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The Leavenworth Case

27. Amy Belden
"A merrier man
Within the limits of becoming mirth,
I never spent an hour's talk withal."
--Love's Labour's Last.
I HAD a client in R---- by the name of Monell; and it was from him I had planned to
learn the best way of approaching Mrs. Belden. When, therefore, I was so fortunate as to
meet him, almost on my arrival, driving on the long road behind his famous trotter
Alfred, I regarded the encounter as a most auspicious beginning of a very doubtful
enterprise.
"Well, and how goes the day?" was his exclamation as, the first greetings passed, we
drove rapidly into town.
"Your part in it goes pretty smoothly," I returned; and thinking I could never hope to win
his attention to my own affairs till I had satisfied him in regard to his, I told him all I
could concerning the law-suit then pending; a subject so prolific of question and answer,
that we had driven twice round the town before he remembered he had a letter to post. As
it was an important one, admitting of no delay, we hasted at once to the post-office,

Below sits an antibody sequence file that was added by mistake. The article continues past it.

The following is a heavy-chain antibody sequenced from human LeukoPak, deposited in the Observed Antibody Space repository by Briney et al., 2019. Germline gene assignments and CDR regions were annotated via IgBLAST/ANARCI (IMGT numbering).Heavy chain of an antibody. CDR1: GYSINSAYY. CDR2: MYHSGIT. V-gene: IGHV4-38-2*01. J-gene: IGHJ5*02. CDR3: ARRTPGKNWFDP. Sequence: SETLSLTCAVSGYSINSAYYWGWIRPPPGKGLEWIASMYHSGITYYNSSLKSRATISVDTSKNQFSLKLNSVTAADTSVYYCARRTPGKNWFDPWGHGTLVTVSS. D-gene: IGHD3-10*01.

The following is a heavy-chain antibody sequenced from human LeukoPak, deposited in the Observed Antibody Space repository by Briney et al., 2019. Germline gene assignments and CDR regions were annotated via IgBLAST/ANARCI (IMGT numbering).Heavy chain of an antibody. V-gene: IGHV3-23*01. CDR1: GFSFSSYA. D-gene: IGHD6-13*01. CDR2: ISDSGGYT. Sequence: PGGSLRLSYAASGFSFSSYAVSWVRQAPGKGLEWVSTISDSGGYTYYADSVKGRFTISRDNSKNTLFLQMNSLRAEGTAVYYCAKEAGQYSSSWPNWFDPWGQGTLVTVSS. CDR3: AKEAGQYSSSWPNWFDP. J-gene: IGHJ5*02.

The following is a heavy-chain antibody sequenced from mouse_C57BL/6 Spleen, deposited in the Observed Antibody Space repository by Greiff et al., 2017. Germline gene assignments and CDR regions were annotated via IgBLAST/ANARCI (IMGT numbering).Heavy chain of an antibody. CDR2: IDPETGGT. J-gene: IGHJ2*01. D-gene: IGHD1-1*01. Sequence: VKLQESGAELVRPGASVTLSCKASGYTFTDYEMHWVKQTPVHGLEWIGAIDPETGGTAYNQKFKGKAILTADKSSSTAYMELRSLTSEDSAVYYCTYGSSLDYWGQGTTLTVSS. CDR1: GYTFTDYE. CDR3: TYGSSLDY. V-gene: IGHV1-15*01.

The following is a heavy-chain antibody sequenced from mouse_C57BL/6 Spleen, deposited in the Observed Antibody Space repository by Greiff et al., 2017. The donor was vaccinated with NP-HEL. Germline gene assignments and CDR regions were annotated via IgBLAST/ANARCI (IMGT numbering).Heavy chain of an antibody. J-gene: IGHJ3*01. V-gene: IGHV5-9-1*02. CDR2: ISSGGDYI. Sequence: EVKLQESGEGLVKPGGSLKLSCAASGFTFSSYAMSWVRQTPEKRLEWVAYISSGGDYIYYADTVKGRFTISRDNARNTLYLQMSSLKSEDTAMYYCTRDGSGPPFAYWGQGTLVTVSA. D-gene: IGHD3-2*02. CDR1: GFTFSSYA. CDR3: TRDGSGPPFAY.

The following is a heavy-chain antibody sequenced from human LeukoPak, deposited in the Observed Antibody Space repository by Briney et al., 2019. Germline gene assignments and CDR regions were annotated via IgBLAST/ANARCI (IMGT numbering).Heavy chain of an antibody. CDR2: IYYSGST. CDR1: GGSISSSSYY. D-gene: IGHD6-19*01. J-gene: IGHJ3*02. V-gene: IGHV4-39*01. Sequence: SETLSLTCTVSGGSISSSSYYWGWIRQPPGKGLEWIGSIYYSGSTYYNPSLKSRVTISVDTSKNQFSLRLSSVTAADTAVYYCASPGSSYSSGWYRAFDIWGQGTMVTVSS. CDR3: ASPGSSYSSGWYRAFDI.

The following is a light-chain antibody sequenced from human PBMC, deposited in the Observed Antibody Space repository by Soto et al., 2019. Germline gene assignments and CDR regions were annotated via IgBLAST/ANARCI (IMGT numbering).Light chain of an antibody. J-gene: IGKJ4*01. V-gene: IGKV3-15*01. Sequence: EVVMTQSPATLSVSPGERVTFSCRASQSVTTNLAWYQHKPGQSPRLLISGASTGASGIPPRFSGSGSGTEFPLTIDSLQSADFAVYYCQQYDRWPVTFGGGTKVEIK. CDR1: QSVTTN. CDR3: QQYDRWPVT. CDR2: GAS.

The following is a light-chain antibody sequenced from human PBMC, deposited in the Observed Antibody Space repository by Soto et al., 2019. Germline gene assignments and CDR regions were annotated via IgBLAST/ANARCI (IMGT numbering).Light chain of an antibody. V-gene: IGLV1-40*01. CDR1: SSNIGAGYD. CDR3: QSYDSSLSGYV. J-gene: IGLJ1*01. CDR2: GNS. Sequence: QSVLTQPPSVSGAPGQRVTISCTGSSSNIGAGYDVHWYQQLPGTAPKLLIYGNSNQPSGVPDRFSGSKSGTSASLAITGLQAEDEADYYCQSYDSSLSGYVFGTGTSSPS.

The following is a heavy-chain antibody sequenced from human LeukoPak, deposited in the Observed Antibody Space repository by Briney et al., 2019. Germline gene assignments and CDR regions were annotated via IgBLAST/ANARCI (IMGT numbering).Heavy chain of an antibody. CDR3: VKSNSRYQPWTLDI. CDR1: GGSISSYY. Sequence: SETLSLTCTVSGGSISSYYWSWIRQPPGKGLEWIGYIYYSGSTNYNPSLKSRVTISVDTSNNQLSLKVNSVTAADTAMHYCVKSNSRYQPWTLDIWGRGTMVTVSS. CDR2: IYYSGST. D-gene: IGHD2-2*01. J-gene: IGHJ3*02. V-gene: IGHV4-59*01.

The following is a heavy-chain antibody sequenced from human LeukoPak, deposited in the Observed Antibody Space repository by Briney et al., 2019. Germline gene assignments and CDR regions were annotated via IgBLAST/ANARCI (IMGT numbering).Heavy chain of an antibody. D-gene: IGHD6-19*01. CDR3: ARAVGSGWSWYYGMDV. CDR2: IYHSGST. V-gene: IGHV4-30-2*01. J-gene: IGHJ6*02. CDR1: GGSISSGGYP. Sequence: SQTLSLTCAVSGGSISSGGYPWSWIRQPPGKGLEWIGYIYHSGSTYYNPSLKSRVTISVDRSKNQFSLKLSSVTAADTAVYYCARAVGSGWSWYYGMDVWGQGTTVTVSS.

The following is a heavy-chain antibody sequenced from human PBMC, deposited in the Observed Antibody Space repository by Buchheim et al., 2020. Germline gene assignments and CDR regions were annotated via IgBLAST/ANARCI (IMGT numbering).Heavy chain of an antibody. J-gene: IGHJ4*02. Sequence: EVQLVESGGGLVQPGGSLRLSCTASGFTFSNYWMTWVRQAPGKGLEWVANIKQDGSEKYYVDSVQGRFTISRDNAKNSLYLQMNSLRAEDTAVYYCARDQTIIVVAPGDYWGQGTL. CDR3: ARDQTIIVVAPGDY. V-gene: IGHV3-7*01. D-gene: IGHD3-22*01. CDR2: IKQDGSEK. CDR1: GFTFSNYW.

where he went in, leaving me outside to watch the rather meagre stream of goers and
comers who at that time of day make the post-office of a country town their place of
rendezvous. Among these, for some reason, I especially noted one middle-aged woman;
why, I cannot say; her appearance was anything but remarkable. And yet when she came
out, with two letters in her hand, one in a large and one in might be induced to give a bed
to a friend of mine who is very anxious to be near the post-office on account of a business
telegram he is expecting, and which when it comes will demand his immediate attention."
And Mr. Monell gave me a sly wink of his eye, little imagining how near the mark he had
struck.
"You need not say that. Tell her I have a peculiar dislike to sleeping in a public house,
and that you know of no one better fitted to accommodate me, for the short time I desire
to be in town, than herself."
"And what will be said of my hospitality in allowing you under these circumstances to
remain in any other house than my own?"
"I don't know; very hard things, no doubt; but I guess your hospitality can stand it."
"Well, if you persist, we will see what can be done." And driving up to a neat white
cottage of homely, but sufficiently attractive appearance, he stopped.
"This is her house," said he, jumping to the ground; "let's go in and see what we can do."
 
 
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